Hajj Salah Ghaly is a polite and kind person. He is a serious man. He has not relied on his son’s fame or success. Rather, he continued to practice his work and other activities, and continued in his good relations with everyone, as though nothing had changed. Mohamed Salah’s mother possesses a special status for her star son and among all the families of the village. She is a virtuous woman, very kind and calm, and always seems to be at peace; she possesses a smiling and a friendly personality. She loves people and always wishes them well. Mo’s brother Nasr is the closest to his brother, both in looks and personality.
A wedding in the midst of the pandemic
The family of Mohamed Salah held a joyful wedding for his brother Nasr in a quiet venue on the outskirts of Cairo, attended by family and friends. The ceremony was held in the time of the pandemic after the government’s ban on large gatherings had ended. Mohamed Salah attended from beginning to end, and I was surprised by his mingling with the audience, clapping and singing; he carried his brother on his shoulders to celebrate the happy occasion.
After the ceremony, newspapers published the news of Mohamed Salah’s news of infection with the coronavirus. No one else got infected at that party. The international football player recovered days later, but his quarantine made it to the headlines worldwide.
The presence of Mohamed Salah at the celebration in this way, and to risk the possibilities of infection for the sake of his brother’s happiness and the happiness of the family, had a great impact on everyone’s hearts; the “human” Mohamed Salah was much greater than the “star” Mohamed Salah.
Mohamed Salah and psychology
The gradual rise of the global football player Mohamed Salah deserves a second thought. Salah has moved from the countryside of Basyoun to the cities of Europe, from a limited youth center to medium clubs to major international clubs, from average education to better and better, and cultivated behaviour; and from an economic situation that is not much different from the rest of his town, to a prestigious financial position and premium contracts; and from fame that does not exceed local people, to world fame from Japan to Mexico.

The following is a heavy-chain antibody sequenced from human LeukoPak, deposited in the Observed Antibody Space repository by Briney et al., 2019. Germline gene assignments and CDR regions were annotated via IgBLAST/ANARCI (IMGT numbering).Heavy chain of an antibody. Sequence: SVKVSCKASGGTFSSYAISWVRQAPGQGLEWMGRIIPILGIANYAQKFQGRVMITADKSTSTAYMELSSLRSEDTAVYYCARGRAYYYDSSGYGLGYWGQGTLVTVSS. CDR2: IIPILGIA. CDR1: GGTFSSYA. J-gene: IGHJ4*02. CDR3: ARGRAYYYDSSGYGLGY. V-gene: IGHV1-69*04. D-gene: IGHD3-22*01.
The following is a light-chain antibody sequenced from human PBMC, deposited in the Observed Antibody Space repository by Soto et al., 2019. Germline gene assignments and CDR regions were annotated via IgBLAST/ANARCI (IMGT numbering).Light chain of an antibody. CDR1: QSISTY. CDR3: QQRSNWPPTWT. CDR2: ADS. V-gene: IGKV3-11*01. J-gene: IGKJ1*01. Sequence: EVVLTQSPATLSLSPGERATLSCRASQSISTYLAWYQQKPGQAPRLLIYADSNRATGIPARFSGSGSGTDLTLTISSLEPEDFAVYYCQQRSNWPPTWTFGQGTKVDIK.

Despite that amazing rise, and in almost all aspects of life, Salah was not psychologically shaken or socially confused. He did not show-off cars or planes, or take pictures in ranches and mansions.
This kind of psychological growth that Mo celebrated – along with his general growth in fame and fortune – is the essence of what must be appreciated in the Salah phenomenon. Mo crossed all the great stages, from the village to the world, without noise or boredom. This is what children deserve to learn and what new generations need to realise.
Managing success may be more difficult than managing failure, and Mohamed Salah survived in managing failure in his early years, then he was able to manage success in his later years.
What should Mohamed Salah do?
One day, a picture of Mo holding the book The Art of Indifference went viral. A short time later, that book became known, and its distribution was on the rise. In the meantime, I met Mohamed Salah’s father. I said to Hajj Salah: “Mohamed Salah has to invest his fame and the youth’s attachment to him to be an ambassador for reading.”
Facebook has dominated people’s lives. Books and articles no longer have a decent existence. If the cultural deterioration in our country continues in this way, it will lead to dangerous consequences. And if some are investing in celebrities in many good businesses, the most important area, in my estimation, to invest in is culture.
Famous people from the worlds of art and sports should work to be cultural advocates for the youth, and to be ambassadors for the book. I really hope that Mohamed Salah will be presented as a reader, an intellectual, and a friend for the libraries. Our countries are in need of this difficult yet possible equation: sports in the service of culture, fame in the service of knowledge, and the star in the service of the book.